Kaiako have been building their knowledge of te reo me ngā tikanga Māori. They demonstrate authenticity in their commitment to Te Tiriti o Waitangi. The programme affirms all children’s identities as bicultural citizens of Aotearoa. Leaders agree that their next step is to explore and implement specific strategies for promoting the educational success of Māori learners. This is indicated in future plans.

Teaching teams collaborate on useful investigations to inform change and improve the programme. They consult with relevant stakeholders and research. A next step is to build review practices which are strongly evaluative. Leaders should support kaiako to use systematic, robust evidence-gathering to inform refinement of practices. Internal evaluations should clearly measure and monitor the impact of practices against intended outcomes for children.

Systematic processes for biannual appraisal are in place. Kaiako are highly reflective. Observations of teaching practice are part of this process. To support an improved approach these observations and other evidence should consistently inform more robust feedback and feed forward, strongly focused on children’s learning outcomes and alignment with centre goals.

Strategic planning identifies useful goals that are likely to positively affect children’s outcomes. To strengthen long-term planning, clear indicators of success should be developed, linked to each goal, to enable ongoing measurement of progress and inform actions. Since the onsite stage of ERO's evaluation, clear indicators of success have been developed that should support an improved process.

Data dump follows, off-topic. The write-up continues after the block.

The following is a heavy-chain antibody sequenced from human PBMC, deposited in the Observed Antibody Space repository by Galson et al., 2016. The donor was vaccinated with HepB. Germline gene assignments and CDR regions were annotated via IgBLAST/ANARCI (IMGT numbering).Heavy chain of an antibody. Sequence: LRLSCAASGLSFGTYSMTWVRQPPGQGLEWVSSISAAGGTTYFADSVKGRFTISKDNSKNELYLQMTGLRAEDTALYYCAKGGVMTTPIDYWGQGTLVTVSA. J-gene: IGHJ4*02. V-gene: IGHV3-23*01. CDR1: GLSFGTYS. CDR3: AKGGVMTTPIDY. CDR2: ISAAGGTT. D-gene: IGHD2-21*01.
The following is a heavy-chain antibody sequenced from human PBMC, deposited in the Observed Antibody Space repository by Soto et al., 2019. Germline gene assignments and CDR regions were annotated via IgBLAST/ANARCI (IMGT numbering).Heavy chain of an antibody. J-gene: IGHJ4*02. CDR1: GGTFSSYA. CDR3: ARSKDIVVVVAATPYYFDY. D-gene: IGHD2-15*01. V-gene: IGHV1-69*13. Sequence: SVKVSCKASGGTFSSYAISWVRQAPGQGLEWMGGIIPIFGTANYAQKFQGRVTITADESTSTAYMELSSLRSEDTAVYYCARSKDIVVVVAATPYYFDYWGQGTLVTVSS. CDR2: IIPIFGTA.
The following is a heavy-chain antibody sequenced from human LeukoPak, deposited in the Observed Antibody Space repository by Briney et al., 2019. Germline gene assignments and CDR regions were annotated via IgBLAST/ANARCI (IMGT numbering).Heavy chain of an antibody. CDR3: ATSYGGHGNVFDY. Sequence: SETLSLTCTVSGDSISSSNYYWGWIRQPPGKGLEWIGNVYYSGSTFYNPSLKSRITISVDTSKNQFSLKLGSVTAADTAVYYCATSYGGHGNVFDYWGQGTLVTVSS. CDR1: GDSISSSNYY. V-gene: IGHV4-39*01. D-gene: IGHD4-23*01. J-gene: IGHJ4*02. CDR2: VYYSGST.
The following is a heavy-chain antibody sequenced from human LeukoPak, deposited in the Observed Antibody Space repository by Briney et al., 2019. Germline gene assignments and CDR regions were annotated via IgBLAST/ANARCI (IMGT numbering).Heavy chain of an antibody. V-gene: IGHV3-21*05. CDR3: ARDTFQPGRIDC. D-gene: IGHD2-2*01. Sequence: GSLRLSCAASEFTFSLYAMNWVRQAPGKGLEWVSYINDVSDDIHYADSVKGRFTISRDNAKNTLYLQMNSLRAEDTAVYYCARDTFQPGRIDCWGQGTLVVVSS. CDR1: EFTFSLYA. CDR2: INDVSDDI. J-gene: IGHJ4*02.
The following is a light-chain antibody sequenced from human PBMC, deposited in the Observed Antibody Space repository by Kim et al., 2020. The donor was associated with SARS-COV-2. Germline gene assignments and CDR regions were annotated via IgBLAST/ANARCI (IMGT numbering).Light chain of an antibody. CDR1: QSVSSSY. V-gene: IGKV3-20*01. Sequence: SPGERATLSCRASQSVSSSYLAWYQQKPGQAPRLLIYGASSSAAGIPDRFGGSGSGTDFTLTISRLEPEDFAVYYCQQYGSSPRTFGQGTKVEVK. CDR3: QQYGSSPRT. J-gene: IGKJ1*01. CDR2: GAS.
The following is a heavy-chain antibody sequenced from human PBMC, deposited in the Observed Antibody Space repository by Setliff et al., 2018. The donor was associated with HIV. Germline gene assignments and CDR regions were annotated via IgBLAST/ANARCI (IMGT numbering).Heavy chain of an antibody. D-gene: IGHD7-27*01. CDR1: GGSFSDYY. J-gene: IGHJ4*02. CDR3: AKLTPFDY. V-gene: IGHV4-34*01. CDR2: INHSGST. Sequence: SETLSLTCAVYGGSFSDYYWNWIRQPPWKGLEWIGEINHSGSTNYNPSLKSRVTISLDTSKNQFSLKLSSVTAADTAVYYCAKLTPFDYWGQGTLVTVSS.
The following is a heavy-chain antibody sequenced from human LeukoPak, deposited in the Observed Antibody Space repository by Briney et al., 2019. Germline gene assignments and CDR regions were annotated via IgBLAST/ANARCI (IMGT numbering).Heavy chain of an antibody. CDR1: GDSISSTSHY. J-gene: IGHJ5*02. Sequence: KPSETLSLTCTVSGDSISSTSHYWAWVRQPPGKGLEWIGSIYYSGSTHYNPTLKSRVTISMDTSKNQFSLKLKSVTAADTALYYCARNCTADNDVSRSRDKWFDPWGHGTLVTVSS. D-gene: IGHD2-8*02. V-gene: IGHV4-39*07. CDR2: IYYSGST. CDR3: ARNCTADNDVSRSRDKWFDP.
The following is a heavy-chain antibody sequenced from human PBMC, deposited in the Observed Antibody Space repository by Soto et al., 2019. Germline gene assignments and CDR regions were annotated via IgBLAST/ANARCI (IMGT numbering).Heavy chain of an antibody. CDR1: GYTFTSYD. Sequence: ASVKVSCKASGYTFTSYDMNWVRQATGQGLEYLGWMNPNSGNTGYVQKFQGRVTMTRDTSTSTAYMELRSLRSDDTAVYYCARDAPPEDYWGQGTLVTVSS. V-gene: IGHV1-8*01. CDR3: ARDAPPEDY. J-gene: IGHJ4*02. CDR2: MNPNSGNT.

Childspace kaiako are well supported by management. A range of useful documents and resources are in place to support shared understandings. The Institute offers many opportunities for kaiako to network and take on leadership roles, in the centre as well as in the wider sector. Leaders purposefully and consistently promote team cohesion and a positive culture.

Key Next Steps

The intended goals, strategies and outcomes identified in the revised and updated 2018-2023 Childspace Strategic Plan outline the service's intended next steps in relation to the need to strengthen:

  • the focus on measurement and monitoring of the impact of practices on children's outcomes through internal evaluation processes

  • individualised assessment and planning processes, particularly in relation to building children's identities as ongoing learners, and responding to children's cultural contexts

  • all teachers' understanding and implementation of targeted strategies for the promotion of educational success for Māori learners.